It was a big day today for Giambattista Valli, or, as he put it, “a double-big day.” Not only did he show his spring collection, he was made a Chevalier de l’Ordre des Arts et des Lettres, one of the greatest honors the French Republic bestows upon citizens, French or foreign, who have distinguished themselves for their contribution to the world of arts and culture. The ceremony was held at Musée Picasso: “It’s a huge honor for me and I’m humbled,” said Valli. “France is a country with a profound sense of freedom of expression. It has welcomed and supported me in building my vision and my story.”
Valli may well be part of the French fashion community (he has been living in Paris since the ’90s), but his Roman roots are never far from what feeds his creativity, which is imbued with Italian sensuality as well as a Parisian sense of effortless chic. This osmosis between different cultures brought him to reference the Grand Tour, the cultural expedition popular among the bright young things of the 18th and 19th centuries, a sort of romantic pilgrimage of knowledge around the Mediterranean, with Italy and its ancient past and ruins being a favorite destination. “It isn’t an elitist inspiration in the least,” he said backstage. “For me, the Grand Tour is a sort of metaphorical journey of introspection, a quest for self-improvement and knowledge, an appreciation for the beauty of our culture’s history.”
His mood board was plastered with images of the exceptional micro-mosaic jewelry reproducing archaeological sites that at the time was brought back as souvenirs by the young, often eccentric travelers, together with cameos finely inlaid on volcanic lava and gypsum reproductions of urns, capital cities, and mythological figurines. Micro-mosaic medallions were one of the visual leitmotifs of the collection, printed on white poplin-cotton column dresses with peplums or off-the-shoulder bodices, and on black silk georgette, loosely draped into fluid, flowing frocks.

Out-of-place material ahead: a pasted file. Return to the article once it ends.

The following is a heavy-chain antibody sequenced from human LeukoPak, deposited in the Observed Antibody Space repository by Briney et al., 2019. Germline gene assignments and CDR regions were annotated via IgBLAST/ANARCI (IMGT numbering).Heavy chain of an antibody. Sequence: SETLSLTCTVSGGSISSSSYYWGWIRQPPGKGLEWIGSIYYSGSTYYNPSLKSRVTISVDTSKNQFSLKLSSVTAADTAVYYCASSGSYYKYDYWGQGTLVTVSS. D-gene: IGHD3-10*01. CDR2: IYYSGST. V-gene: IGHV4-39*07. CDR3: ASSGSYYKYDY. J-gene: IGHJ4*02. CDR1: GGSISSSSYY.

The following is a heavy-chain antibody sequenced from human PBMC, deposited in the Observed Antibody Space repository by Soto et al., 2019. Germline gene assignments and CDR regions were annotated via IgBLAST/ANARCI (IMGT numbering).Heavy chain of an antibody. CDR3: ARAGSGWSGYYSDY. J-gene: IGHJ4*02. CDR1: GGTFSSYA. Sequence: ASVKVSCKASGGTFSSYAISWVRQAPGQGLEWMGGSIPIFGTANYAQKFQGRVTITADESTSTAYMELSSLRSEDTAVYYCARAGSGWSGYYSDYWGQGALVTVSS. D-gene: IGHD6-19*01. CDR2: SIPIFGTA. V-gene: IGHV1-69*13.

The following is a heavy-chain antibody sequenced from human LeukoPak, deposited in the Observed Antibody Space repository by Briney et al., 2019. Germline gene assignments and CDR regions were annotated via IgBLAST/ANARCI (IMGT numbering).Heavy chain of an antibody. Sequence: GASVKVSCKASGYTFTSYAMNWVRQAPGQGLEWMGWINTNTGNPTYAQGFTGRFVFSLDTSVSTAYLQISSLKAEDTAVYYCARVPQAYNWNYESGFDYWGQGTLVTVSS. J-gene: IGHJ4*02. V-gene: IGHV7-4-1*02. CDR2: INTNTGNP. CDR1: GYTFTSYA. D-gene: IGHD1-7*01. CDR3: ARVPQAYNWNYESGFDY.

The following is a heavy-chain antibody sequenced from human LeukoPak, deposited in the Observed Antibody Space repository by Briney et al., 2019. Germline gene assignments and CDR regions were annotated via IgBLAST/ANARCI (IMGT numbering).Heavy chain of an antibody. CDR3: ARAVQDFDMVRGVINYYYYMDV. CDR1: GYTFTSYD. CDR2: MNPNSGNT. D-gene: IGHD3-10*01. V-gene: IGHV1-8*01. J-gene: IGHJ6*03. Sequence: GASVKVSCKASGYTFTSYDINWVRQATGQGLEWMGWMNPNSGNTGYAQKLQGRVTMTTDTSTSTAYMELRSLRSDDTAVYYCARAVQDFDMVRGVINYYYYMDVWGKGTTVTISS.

The collection had a fresh, light feel to it. Decorations and embellishments, which Valli usually indulges as exuberant traits of creativity, were kept to a minimum, reduced to crystal-studded mid-heel sandals and graceful tiaras made of rows of white-gypsum fleurs d’oranger. Embroideries were treated with delicacy, hinting at exotic boteh motifs and abstract “grotesque” curlicues. The transparency of white macramé lace and the iridescence of sequins added to the overall sense of breezy vibrancy.
A few tailored pieces were introduced for rhythm—a cropped bellboy white jacket worn over a bell-shaped black miniskirt; a sharp-cut, broad-shouldered white blazer paired with a deep-red duchesse minidress—as well as a few summery brassiere-and-miniskirt ensembles in lamé-bouclé tweed, which had a svelte, lithe vibe. Yet what stood out were the long, sensuous dresses that are the designer’s forte. Variously draped, with feminine plays of swirling ruffle and airy, floating volumes, they made the case for a pared-down, lightweight, modern, fresh version of Valli. His personal Grand Tour seems to have brought him to a rather good place.
This article was originally published on Vogue Runway.